- Thoughts for inspired living

October 30, 2008

Ready, Willing & Able

Filed under: John Morgan's Blog — John Morgan @ 8:46 am

We’ve heard the expression “Ready, willing, and able” countless times throughout our lives. I would like to focus on what I consider to be the most important word of the three – “Willing.”

We can be ready for something to occur and we can be quite capable of handling it, but if we own an unwillingness, the likelihood of it happening is south of slim.

How can you find out if you’re ready and able, but unwilling for something to occur in your life? It’s quite basic, look at your life and determine what’s missing. That’s what you are unwilling to have.

This unwillingness may not be on your conscious radar screen, but it exists – mostly outside of your awareness, at what is commonly referred to as the subconscious level.

I have come to discover that willingness for something to occur is singularly the most important ingredient. It’s not a sure bet, but it sure does exponentially increase the odds. The magic act that willingness performs removes the blinders and opens our peripheral vision to what is possible.

Unwillingness is a governor on expectations, and it has us miss seeing many options that are in clear view, but blocked from our sight.

Unwillingness is a pattern of behavior that keeps our possibility quotient low. We are unaware of many of the patterns we own until someone or something points them out. Reminds me of a story . . .

I worked with a radio newscaster many years ago who had a pattern of jerking his right arm about while he was engaged in conversation. It was an exaggerated movement that was totally out of his awareness. He had played some minor league baseball as a pitcher and his involuntary movement resembled a pitcher’s loosening up move. It became high comedy one day when I saw him interviewing someone over the phone. Every 7 to 10 seconds, he would perform this move and the phone would move away from his mouth about 3 feet. When the tape of the interview was played back on the air, you heard his questions fade in and out every 7 to 10 seconds. It sounded like a technical snafu. It wasn’t – just patterned human behavior.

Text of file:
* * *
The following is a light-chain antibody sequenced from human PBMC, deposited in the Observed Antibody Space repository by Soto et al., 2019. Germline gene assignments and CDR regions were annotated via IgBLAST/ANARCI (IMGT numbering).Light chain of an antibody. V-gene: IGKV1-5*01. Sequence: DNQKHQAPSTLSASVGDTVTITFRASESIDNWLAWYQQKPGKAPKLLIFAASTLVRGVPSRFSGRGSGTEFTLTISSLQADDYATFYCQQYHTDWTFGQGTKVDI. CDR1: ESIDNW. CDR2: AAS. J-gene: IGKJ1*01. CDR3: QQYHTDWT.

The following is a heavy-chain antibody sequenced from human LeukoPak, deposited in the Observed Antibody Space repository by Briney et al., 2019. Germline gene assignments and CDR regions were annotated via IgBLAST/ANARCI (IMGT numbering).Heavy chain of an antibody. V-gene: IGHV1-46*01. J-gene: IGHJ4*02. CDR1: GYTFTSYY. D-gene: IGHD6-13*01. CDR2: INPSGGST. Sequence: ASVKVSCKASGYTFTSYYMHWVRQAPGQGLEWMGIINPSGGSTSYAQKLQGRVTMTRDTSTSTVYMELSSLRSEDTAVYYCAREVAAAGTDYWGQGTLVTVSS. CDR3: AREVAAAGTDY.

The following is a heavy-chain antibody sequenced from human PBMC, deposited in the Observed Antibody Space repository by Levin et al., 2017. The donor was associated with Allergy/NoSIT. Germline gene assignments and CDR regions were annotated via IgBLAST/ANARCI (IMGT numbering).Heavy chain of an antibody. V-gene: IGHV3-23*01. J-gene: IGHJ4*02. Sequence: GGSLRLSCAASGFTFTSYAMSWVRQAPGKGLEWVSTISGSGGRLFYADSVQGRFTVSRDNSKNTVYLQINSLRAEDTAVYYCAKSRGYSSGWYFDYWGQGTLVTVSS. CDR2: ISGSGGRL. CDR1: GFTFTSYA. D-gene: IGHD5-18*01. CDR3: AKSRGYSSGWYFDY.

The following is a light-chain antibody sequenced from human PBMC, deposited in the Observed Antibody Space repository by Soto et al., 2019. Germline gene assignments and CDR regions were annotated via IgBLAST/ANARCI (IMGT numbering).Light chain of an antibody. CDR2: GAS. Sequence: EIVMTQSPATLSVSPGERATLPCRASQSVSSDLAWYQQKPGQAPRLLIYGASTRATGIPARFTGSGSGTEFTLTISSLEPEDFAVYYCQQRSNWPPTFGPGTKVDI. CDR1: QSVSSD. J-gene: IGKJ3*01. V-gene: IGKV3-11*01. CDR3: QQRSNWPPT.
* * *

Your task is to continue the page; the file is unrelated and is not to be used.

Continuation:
The story got more interesting when the program director brought this activity to this fellow’s attention. The most amazing display of unawareness arose when he denied having the behavior while displaying it when being counseled. Denial is the antithesis of willingness. To underscore this assertion, notice there is no willingness present when an anorexic denies being unhealthily thin.

If what you want has been eluding you for a long time, investigate your willingness to allow it to happen. I’m not a proponent of affirmations because they are generally anemic, wishful statements that are overridden by patterned behavior. I think willingness is a more potent affirmation that builds a bridge across the gap between unconscious behavior and desired outcomes.

Willingness, as an affirmation, doesn’t expect the desire to happen; it just lays a more solid groundwork that it could happen by revealing previously blocked possibilities.

Instead of affirming “I am healthy, wealth and wise,” you would be better served by affirming, “I am willing to have health, wealth and wisdom.” The first affirmation delivers a polarity response from your unconscious that, in effect, says, “No you’re not. You’re sick as a dog, poor as a church mouse, and dumber than a stump.” The willingness affirmation suggests an openness to these conditions should they present themselves. It lessens your patterned resistance to them occurring.

Determination is unlikely to get you what you want because it’s not a matter of willpower. Success is more easily arrived at by employing its gentle second cousin – “Willingness.”

All the best,


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